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Re: I don't need no stinking firewall!
From: Joel Jaeggli <joelja () bogus com>
Date: Fri, 08 Jan 2010 13:40:49 -0800

bill from home wrote:
   This thread certainly has been educational, and has changed my
perception of what an appropriate outward facing architecture should be.
But seldom do I have the luxury of designing this from scratch, and also
the networks I administer are "small business's".
My question is at what size connection does a state table become
vulnerable, are we talking 1mb dsl's with a soho firewall?

some numbers,

100Mb/s will carry 220Kpps worth of 64byte packets, if this is a fairly
simple syn attack and your firewall can support 100k new connections a
second (that's a fairly fast firewall), you need less than 50Mb/s to
nuke it... the maximum size of the state table on a linux derived system
with 4GB of ram is north of a million connections so assuming the
session rate of the dos is trackable your firewall needs to start aging
connections out in an accelerated fashion after about 4 seconds
otherwise you're similarly hosed...

given the same firewall can probably forward 2-3mpps when it comes to
small packet you run out of state long before your run out of forwarding

Some kind of firewall device that you might put in front of a business
cable connection, or fractional ethernet is like to support a much lower
connection rate embedded Pentium equivalent or low to mid-range mips
might support a rate of 2-10k connections per second at which point the
thresh-hold for dosing it based on session rate is quite a bit lower
(quite a bit lower than that of a webserver or dekstop pc for example).
i.e. if 10kpps of dos will take it out that's like 5Mb/s on a device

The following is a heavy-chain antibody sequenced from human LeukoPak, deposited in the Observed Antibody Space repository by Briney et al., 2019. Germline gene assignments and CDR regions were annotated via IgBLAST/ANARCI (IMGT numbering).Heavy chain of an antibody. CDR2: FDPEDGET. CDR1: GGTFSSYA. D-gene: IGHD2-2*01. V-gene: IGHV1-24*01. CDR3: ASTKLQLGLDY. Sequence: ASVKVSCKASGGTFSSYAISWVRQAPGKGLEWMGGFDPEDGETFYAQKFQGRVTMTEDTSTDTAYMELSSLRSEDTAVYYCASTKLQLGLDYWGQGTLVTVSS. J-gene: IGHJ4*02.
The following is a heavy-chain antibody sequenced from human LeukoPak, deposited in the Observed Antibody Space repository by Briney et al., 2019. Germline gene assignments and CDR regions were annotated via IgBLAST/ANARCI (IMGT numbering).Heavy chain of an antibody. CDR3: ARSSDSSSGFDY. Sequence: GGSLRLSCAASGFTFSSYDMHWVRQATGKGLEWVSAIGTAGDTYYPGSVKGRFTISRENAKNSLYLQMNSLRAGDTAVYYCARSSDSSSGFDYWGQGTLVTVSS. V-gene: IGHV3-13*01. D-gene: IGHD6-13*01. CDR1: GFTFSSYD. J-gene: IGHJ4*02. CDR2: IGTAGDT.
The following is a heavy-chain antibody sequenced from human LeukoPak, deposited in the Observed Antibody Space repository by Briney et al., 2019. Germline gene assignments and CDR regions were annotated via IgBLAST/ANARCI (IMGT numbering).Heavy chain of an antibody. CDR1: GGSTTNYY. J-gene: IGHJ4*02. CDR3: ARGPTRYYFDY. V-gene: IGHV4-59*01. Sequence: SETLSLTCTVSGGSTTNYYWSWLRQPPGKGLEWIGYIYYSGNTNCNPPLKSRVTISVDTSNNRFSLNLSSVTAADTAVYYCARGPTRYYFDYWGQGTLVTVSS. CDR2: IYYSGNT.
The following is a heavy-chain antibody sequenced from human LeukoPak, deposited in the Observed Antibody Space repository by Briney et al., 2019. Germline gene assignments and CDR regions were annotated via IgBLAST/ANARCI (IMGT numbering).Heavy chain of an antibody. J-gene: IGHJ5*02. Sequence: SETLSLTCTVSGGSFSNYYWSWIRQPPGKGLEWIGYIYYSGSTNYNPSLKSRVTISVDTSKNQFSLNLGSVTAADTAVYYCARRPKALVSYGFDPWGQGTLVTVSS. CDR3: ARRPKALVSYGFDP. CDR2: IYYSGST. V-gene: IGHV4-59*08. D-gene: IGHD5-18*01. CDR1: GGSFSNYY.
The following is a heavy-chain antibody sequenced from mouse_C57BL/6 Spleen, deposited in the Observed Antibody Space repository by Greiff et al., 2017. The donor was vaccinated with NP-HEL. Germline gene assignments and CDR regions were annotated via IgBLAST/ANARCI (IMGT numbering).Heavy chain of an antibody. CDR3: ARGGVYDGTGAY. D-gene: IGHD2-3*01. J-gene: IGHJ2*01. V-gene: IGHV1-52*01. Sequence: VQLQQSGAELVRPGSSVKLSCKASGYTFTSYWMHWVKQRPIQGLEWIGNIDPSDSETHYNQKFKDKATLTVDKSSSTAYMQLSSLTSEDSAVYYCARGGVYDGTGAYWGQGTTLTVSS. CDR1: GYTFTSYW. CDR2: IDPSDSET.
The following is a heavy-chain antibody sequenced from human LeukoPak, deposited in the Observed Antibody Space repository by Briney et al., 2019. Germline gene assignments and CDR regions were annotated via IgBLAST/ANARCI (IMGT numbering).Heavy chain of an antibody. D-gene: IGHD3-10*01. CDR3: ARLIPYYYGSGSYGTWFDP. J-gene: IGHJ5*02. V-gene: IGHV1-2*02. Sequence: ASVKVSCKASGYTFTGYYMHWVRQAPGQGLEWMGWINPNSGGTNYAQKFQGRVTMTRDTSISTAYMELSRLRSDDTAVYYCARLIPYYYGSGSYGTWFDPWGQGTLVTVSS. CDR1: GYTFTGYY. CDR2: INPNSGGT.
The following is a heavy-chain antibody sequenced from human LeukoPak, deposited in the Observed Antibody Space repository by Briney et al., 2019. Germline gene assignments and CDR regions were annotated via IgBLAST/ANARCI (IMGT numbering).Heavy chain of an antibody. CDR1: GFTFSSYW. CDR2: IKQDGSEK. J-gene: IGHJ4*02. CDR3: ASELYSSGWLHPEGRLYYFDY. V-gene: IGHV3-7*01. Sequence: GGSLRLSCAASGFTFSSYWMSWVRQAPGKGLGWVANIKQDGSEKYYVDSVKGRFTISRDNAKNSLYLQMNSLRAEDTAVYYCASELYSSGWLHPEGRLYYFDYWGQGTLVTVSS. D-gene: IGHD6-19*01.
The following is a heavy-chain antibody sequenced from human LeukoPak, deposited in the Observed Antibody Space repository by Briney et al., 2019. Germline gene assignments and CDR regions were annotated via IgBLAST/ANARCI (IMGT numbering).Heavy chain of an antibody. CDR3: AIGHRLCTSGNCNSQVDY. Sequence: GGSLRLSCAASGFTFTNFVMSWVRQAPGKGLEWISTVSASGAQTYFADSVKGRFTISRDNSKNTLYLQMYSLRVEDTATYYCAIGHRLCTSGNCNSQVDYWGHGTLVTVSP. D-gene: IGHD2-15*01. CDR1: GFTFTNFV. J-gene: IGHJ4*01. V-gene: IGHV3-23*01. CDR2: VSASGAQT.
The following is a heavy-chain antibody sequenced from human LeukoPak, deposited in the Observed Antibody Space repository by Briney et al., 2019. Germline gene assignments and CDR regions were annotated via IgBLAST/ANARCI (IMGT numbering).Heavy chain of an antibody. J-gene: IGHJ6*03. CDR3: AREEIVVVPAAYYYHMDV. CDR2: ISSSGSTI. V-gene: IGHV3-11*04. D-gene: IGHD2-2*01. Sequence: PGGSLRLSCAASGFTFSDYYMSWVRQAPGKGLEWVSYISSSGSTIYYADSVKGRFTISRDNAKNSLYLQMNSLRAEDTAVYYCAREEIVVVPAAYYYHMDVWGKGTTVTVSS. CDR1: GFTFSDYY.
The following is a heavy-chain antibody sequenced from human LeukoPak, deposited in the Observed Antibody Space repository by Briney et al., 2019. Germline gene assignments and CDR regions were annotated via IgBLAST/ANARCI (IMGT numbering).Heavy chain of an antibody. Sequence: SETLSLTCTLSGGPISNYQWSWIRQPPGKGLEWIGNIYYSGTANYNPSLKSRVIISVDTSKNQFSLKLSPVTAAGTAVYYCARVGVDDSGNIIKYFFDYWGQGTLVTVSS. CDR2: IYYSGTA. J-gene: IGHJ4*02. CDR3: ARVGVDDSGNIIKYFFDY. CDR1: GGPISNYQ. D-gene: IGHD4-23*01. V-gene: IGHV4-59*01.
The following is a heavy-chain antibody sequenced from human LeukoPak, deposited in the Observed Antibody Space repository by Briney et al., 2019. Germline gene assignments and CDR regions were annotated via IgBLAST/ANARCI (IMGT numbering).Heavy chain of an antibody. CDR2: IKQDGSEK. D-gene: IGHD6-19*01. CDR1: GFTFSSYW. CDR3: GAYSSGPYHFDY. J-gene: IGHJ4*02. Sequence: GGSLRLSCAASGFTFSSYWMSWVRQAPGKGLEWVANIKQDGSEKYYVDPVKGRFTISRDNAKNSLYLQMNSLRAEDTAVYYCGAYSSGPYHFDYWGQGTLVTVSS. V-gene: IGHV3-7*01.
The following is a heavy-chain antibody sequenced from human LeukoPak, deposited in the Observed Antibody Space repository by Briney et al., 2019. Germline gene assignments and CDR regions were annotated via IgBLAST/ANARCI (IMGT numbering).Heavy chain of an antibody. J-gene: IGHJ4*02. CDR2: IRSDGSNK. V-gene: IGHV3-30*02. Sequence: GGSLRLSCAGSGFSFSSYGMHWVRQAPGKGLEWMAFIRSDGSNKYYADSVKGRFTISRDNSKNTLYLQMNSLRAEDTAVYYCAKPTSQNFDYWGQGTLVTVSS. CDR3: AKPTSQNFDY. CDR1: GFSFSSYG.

that might other wise be able to forward 300-500Mb/s interface to
interface using large packet.

Or as I suspect we are talking about a larger scale?
I know there are variables, I am just looking for a "rule of thumb".
I would not want to recommend a change if it is not warranted.
But when fatter and fatter pipes become available at what point would a
change be warranted.

Bill Kruchas

Dobbins, Roland wrote:
On Jan 8, 2010, at 3:21 PM, Arie Vayner wrote:

Further on, if you want to really protect against a real DDoS you
would most likely would have to look at a really distributed
solution, where the different geographical load balancing solutions
come into play.

GSLB or whatever we want to call it is extremely useful from a general
availability standpoint; however, the attackers can always scale up
and really distribute their already-DDoS even further (they learned
about routeservers and DNS tinkering years ago). 
Architecture, visibility, and control are key, as are
vendor/customer/peer/upstream/opsec community relationships.

Roland Dobbins <rdobbins () arbor net> // <http://www.arbornetworks.com>

    Injustice is relatively easy to bear; what stings is justice.

                        -- H.L. Mencken


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